Me To We helps readers redefine success, work on behalf of their community, and create a meaningful and fulfilling life, revealing the simple truth that by helping others, you help yourself. Authors Craig and Marc Kielburger provide a unique insight into our self-help culture and share remarkable stories written by individuals who have followed the "Me To We" philosophy, including Richard Gere, Jane Goodall, and Archbishop Desmond Tutu.
The Mismeasure of Man, by Stephen Jay Gould
Gould's brilliant demolition of the IQ industry dissects the motivations behind those who would judge intelligence, and hence worth, by cranial size or scores on extremely narrow tests. How did scientists decide that intelligence was quantifiable, and why did the standard keep changing over time? Gould's answer is clear and simple: power maintains itself...
The Needs of Strangers, by Michael Ignatieff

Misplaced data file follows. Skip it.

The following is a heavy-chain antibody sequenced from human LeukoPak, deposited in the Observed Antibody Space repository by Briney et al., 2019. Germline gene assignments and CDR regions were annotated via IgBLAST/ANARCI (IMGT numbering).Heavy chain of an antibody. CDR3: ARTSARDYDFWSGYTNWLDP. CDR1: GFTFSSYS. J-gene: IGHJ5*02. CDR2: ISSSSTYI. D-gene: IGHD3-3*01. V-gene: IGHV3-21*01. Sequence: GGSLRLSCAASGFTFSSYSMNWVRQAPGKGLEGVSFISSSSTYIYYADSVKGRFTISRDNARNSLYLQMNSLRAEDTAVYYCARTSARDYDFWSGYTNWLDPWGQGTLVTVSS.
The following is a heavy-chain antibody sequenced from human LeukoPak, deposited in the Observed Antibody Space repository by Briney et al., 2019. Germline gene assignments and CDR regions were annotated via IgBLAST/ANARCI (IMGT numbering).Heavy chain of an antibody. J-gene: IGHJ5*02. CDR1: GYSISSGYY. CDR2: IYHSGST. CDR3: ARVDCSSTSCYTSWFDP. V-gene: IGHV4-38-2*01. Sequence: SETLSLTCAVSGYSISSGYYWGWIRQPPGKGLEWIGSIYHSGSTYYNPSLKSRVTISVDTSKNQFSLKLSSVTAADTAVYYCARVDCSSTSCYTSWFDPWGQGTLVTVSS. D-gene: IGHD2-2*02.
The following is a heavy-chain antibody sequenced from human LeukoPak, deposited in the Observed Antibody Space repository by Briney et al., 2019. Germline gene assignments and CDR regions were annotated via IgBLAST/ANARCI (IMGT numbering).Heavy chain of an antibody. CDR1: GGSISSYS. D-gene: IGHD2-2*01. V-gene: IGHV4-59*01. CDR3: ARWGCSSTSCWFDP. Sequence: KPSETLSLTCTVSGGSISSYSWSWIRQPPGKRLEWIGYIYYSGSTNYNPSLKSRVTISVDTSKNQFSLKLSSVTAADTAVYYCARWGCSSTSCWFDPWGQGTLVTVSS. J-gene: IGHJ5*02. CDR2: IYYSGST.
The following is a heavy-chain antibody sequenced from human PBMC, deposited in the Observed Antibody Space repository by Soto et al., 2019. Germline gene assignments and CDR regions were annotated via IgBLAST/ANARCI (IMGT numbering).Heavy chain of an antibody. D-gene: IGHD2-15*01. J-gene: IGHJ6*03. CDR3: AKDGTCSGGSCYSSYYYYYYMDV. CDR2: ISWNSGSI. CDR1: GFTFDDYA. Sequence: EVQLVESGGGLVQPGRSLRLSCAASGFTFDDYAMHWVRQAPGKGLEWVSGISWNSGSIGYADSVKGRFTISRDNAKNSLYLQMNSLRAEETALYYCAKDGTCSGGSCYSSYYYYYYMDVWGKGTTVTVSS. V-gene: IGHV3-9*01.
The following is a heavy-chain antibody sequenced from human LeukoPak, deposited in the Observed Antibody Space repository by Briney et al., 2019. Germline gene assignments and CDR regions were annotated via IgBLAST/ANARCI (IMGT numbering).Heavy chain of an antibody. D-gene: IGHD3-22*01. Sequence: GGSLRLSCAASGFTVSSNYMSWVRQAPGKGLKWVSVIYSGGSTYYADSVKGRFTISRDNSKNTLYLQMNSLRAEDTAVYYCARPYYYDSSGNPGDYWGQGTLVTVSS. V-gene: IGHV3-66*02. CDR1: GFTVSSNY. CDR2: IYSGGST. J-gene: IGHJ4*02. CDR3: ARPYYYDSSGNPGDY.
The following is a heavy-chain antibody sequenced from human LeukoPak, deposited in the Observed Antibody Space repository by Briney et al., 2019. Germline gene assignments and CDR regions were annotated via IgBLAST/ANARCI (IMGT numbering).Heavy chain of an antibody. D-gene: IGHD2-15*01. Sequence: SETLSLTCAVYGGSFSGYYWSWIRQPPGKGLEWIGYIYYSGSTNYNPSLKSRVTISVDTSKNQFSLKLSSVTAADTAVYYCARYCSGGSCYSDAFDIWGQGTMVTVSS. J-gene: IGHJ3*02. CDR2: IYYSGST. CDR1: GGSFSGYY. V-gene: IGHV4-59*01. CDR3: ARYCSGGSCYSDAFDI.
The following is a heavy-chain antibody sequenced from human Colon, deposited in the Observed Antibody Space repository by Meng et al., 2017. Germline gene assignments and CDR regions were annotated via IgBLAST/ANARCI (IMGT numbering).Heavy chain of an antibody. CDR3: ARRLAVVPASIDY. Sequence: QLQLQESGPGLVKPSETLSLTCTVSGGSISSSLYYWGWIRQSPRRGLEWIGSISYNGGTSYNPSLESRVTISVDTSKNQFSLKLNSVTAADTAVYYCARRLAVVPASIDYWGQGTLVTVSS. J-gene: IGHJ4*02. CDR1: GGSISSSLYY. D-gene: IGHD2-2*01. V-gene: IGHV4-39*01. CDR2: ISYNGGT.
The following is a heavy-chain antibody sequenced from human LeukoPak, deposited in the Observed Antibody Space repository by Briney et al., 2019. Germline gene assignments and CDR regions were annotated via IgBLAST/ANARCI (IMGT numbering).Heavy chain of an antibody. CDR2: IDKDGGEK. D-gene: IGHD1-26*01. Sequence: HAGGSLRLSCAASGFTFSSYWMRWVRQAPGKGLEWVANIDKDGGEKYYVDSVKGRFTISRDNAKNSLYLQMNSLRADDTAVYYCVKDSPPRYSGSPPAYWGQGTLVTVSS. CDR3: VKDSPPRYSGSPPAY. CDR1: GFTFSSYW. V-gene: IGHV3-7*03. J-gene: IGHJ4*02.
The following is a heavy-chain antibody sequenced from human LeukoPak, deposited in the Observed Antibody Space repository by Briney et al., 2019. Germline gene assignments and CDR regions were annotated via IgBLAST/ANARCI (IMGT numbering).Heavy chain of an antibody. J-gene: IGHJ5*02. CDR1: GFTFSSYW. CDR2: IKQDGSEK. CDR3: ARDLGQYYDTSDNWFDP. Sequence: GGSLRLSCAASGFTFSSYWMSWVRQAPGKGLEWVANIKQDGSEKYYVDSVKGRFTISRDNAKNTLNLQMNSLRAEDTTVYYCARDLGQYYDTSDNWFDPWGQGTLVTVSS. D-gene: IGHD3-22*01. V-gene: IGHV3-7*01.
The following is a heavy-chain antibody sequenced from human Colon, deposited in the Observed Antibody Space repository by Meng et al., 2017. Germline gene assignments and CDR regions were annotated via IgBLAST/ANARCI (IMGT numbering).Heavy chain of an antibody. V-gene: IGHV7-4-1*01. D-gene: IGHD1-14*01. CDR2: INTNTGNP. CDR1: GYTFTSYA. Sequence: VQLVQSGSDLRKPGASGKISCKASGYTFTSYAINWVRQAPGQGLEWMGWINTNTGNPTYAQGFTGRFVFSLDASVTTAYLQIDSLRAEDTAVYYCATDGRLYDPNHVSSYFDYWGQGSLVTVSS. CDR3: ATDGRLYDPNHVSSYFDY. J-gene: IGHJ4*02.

This thought-provoking book uncovers a crisis in the political imagination, a widespread failure to provide a profound sense of community in which our need of belonging can be met. Seeking the answers to fundamental questions, Michael Ignatieff writes vividly both about ideas and about people who tried to live by them. This incisive and moving book returns philosophy to its proper place, as a guide to the art of being human.
On Equilibrium, by John Ralston Saul
On Equilibrium presents us with a virtual 'how to' of the ways ideas can translate to action. Saul explains how our different qualities give us the intelligence, self confidence and ability to think and act as responsible individuals.."
Presence: An Exploration of Profound Change in People, Organizations, and Society, by Peter Senge, Otto Scharmer, Joseph Jaworski and Betty Sue Flowers